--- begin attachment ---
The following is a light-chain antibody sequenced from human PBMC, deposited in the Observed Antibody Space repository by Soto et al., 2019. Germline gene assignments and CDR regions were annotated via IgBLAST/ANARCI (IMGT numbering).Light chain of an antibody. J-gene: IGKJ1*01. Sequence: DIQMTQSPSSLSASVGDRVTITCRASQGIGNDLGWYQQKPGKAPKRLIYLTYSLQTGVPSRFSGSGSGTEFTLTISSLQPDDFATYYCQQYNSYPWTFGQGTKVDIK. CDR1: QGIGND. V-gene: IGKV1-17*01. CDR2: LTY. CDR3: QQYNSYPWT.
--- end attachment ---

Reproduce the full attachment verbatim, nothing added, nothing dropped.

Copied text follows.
The following is a light-chain antibody sequenced from human PBMC, deposited in the Observed Antibody Space repository by Soto et al., 2019. Germline gene assignments and CDR regions were annotated via IgBLAST/ANARCI (IMGT numbering).Light chain of an antibody. J-gene: IGKJ1*01. Sequence: DIQMTQSPSSLSASVGDRVTITCRASQGIGNDLGWYQQKPGKAPKRLIYLTYSLQTGVPSRFSGSGSGTEFTLTISSLQPDDFATYYCQQYNSYPWTFGQGTKVDIK. CDR1: QGIGND. V-gene: IGKV1-17*01. CDR2: LTY. CDR3: QQYNSYPWT.